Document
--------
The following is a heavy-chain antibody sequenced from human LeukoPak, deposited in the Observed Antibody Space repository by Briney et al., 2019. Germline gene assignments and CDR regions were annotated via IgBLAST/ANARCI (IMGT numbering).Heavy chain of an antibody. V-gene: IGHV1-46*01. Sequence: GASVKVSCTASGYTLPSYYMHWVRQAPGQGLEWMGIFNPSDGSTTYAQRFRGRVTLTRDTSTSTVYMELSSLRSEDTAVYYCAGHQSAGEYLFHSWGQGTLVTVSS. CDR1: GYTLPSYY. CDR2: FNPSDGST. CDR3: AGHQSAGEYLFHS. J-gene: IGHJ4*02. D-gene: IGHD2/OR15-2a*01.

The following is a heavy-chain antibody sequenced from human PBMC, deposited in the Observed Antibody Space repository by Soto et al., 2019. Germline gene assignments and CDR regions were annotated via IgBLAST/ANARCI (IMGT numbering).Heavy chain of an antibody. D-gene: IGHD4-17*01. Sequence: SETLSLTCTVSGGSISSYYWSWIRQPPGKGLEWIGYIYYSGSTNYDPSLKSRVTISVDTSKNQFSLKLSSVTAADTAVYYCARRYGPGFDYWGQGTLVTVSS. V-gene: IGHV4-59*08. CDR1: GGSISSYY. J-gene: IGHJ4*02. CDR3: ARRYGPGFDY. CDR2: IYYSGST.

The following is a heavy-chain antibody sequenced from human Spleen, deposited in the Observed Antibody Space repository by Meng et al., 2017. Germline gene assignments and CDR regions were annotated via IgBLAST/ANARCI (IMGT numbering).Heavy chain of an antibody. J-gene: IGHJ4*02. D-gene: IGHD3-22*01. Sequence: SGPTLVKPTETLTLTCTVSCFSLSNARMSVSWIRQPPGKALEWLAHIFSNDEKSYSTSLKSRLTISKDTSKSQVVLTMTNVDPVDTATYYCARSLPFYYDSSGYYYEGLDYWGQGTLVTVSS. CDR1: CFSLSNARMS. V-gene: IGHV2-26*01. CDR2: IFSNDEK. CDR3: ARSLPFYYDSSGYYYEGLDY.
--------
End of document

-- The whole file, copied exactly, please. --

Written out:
The following is a heavy-chain antibody sequenced from human LeukoPak, deposited in the Observed Antibody Space repository by Briney et al., 2019. Germline gene assignments and CDR regions were annotated via IgBLAST/ANARCI (IMGT numbering).Heavy chain of an antibody. V-gene: IGHV1-46*01. Sequence: GASVKVSCTASGYTLPSYYMHWVRQAPGQGLEWMGIFNPSDGSTTYAQRFRGRVTLTRDTSTSTVYMELSSLRSEDTAVYYCAGHQSAGEYLFHSWGQGTLVTVSS. CDR1: GYTLPSYY. CDR2: FNPSDGST. CDR3: AGHQSAGEYLFHS. J-gene: IGHJ4*02. D-gene: IGHD2/OR15-2a*01.

The following is a heavy-chain antibody sequenced from human PBMC, deposited in the Observed Antibody Space repository by Soto et al., 2019. Germline gene assignments and CDR regions were annotated via IgBLAST/ANARCI (IMGT numbering).Heavy chain of an antibody. D-gene: IGHD4-17*01. Sequence: SETLSLTCTVSGGSISSYYWSWIRQPPGKGLEWIGYIYYSGSTNYDPSLKSRVTISVDTSKNQFSLKLSSVTAADTAVYYCARRYGPGFDYWGQGTLVTVSS. V-gene: IGHV4-59*08. CDR1: GGSISSYY. J-gene: IGHJ4*02. CDR3: ARRYGPGFDY. CDR2: IYYSGST.

The following is a heavy-chain antibody sequenced from human Spleen, deposited in the Observed Antibody Space repository by Meng et al., 2017. Germline gene assignments and CDR regions were annotated via IgBLAST/ANARCI (IMGT numbering).Heavy chain of an antibody. J-gene: IGHJ4*02. D-gene: IGHD3-22*01. Sequence: SGPTLVKPTETLTLTCTVSCFSLSNARMSVSWIRQPPGKALEWLAHIFSNDEKSYSTSLKSRLTISKDTSKSQVVLTMTNVDPVDTATYYCARSLPFYYDSSGYYYEGLDYWGQGTLVTVSS. CDR1: CFSLSNARMS. V-gene: IGHV2-26*01. CDR2: IFSNDEK. CDR3: ARSLPFYYDSSGYYYEGLDY.